No Assumptions, Please!

No Assumptions, Please!

Let’s make inclusion happen!

Angela_writing_for ODs_1


Hi everyone, welcome back to my blog. I hope you all had a great Easter. In this post I want to talk about the need of having inclusion not only at schools but also for after school activities and I will be sharing some of my own experiences with you now.

In both Oxford and Rome I was lucky enough to go to good mainstream schools where I was supported part of the time by an LSE. I was the only student in my class with a disability but I became good friends with the rest of the class. In Rome our class was only 12 students. After I finished primary school in Rome and had to enter middle school, I was told that it didn’t go well, as my parents were looking into other international schools (since my Italian is not very good). Once the international schools heard that I have Down’s Syndrome  I think that they kind of got scared as they began to make excuses saying that they were not really equipped or trained to have a child with a learning disability amongst them. One of the excuses (which I have been told) was that they said that the classrooms were far too small to provide an LSE for me, especially to have full time, when in reality the classes were actually bigger than what they said!  So in 2013 we moved to Malta because of the schools, as they were much more inclusive and welcoming here. I spent the first half of my teenage years at St Martin’s College where I was in every class with my peers and a full-time shared LSE provided and like Rome, it was also great for friendships.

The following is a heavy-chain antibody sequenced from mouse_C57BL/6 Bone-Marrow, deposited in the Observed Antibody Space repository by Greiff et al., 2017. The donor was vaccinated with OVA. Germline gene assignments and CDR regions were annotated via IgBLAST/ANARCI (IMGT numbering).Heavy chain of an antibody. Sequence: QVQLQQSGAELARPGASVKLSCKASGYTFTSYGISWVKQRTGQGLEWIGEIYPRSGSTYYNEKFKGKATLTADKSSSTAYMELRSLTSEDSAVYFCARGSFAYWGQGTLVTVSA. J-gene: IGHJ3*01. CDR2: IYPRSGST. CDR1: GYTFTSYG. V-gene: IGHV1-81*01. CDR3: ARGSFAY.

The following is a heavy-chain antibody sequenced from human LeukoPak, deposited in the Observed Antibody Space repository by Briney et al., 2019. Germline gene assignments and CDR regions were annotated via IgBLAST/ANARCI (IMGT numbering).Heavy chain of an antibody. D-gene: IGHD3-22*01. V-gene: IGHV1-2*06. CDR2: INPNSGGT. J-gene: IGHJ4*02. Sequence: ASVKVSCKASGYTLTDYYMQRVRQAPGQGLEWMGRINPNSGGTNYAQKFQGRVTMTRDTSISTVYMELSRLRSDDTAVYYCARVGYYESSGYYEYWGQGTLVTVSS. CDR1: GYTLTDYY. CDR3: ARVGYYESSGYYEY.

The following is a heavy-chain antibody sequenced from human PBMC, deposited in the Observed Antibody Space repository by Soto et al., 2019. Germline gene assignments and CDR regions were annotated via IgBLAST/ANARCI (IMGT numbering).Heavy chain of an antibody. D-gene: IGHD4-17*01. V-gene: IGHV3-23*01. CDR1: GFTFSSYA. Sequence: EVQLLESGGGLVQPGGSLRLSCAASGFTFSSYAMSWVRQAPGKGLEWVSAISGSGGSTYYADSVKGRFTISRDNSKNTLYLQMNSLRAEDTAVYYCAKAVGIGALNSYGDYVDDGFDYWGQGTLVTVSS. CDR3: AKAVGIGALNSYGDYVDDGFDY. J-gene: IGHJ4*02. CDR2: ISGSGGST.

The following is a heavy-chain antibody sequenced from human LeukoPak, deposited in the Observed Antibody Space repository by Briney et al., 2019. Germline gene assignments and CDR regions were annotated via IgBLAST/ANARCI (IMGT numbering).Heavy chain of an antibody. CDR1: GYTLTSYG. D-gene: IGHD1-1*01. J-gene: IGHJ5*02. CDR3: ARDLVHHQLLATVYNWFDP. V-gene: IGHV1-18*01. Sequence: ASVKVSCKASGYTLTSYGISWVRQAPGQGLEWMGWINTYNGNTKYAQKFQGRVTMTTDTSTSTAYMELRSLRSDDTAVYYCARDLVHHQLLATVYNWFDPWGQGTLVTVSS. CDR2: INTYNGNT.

In the years that I attended St Martin’s I also attended the School of Performing Arts (SOPA) as an extracurricular activity. It is a fully mainstream performing arts school and there I made my closest friends as we had the same interests in musical theatre. After I turned 18, I could not find another school like SOPA as they moved onto focusing mainly on talent/ability.  Just last year I attended the Adult Classes at Helen O’Grady which I really enjoyed and they were inclusive as I could attend them. Unfortunately I couldn’t continue these sessions because of the Covid19 situation. After I turned 18, I also started attending the theatre group of Opening Doors which I have found interesting They have also provided me with great opportunities, like writing this blog series and taking part in events for World Disability Day both in 2019 and 2020. But the only part I was not used to was that Opening Doors was only for those who have a learning disability. I have just found out that one of Opening Doors’ strategic goals for 2021 is “to engage in projects which are based on integrated collaborative works that are made up of people with and without disabilities” but unfortunately with Covid19 I didn’t get to see this part of it. But this year Opening Doors is going to be part of a project entitled: Acting on the Margins: Arts as Social Sculpture (AMASS) where I hope that we will get the chance to perform in a fully integrated environment.